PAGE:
For Martin Bucer (1491-1551), Christ’s circumcision demonstrates his subjection to the law as he notes in An Ecclesiastical Exposition Upon Saint Luke 2.3. By yoking himself to the law, however, Christ does not succumb to the condemnation suffered by those who transgress it. Rather, through his perfect fulfillment of all its stipulations, he releases its yoke from all those who believe in him.
On the eighth day, when it was time to circumcise the child, he was named Jesus, the name the angel had given him before he was conceived.
Commentary on Luke 2:21
The equity of the law is what binds all people to keep it and which curses and condemns all those that transgress it. But there is no one and never has been one so holy that he has fully satisfied and kept the whole law. For we are all of the flesh, conceived and born in sin, and enslaved to sin. That is why Christ came into the world and made himself subject to the law by circumcision, for as Paul says, “every man who lets himself be circumcised is obligated to obey the whole law.” But Christ has perfectly fulfilled the law, so that all those who believe in him might be redeemed from this heavy yoke of the law and that the law might henceforth have no power to curse or condemn them. The law requires perfect righteousness and holiness, but all those who believe in Christ do not have their sins imputed to them but are counted as just and holy through Christ. And those who are accepted as just and holy already have what the law requires, namely, righteousness and holiness. They have these, not by the merit of their works but by faith through Christ, who by sin condemned sin in the flesh, that the righteousness of the law might be fulfilled in us, and who is the end of the law to the justifying of everyone who believes. Therefore Paul writes that “Christ redeemed us from the curse of the law by becoming a curse for us.”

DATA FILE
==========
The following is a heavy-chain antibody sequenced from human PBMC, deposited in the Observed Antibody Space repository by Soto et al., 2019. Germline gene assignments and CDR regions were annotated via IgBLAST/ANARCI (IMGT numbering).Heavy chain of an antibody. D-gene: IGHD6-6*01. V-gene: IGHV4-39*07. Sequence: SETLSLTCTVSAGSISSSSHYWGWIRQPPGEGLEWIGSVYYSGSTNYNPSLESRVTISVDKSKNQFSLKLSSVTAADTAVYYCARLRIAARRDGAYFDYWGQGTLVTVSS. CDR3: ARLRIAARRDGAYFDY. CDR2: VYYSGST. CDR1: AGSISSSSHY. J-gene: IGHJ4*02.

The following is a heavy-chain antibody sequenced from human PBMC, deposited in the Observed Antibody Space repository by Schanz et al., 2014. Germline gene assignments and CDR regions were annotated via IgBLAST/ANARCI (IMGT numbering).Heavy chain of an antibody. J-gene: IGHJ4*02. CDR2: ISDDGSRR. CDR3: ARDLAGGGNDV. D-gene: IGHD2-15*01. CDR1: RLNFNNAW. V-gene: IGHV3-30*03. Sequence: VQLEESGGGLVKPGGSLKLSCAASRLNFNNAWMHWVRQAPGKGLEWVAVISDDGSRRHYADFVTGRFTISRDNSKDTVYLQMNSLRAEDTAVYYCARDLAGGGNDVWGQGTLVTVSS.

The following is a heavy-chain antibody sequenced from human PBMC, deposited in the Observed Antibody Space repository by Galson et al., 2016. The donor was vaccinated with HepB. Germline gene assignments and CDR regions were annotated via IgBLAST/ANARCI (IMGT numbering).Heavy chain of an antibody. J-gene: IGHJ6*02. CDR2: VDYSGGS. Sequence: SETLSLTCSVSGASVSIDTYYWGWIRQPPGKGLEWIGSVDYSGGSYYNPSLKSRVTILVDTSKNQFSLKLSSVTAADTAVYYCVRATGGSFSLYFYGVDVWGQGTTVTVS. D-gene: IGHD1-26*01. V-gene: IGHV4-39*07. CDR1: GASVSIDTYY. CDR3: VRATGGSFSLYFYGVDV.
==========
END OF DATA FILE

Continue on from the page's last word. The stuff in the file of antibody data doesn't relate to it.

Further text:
Luke, ed. Beth Kreitzer, Reformation Commentary on Scripture, NT vol. 3, p. 58.